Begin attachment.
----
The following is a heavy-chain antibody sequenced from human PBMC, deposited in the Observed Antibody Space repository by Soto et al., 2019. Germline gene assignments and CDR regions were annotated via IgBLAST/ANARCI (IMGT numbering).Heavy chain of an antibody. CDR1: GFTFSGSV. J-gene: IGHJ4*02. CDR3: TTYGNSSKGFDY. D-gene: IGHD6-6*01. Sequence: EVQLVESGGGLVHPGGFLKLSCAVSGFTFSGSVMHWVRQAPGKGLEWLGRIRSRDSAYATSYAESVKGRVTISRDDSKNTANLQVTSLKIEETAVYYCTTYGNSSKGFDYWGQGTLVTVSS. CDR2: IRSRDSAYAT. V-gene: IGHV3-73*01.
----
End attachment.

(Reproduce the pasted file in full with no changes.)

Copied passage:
The following is a heavy-chain antibody sequenced from human PBMC, deposited in the Observed Antibody Space repository by Soto et al., 2019. Germline gene assignments and CDR regions were annotated via IgBLAST/ANARCI (IMGT numbering).Heavy chain of an antibody. CDR1: GFTFSGSV. J-gene: IGHJ4*02. CDR3: TTYGNSSKGFDY. D-gene: IGHD6-6*01. Sequence: EVQLVESGGGLVHPGGFLKLSCAVSGFTFSGSVMHWVRQAPGKGLEWLGRIRSRDSAYATSYAESVKGRVTISRDDSKNTANLQVTSLKIEETAVYYCTTYGNSSKGFDYWGQGTLVTVSS. CDR2: IRSRDSAYAT. V-gene: IGHV3-73*01.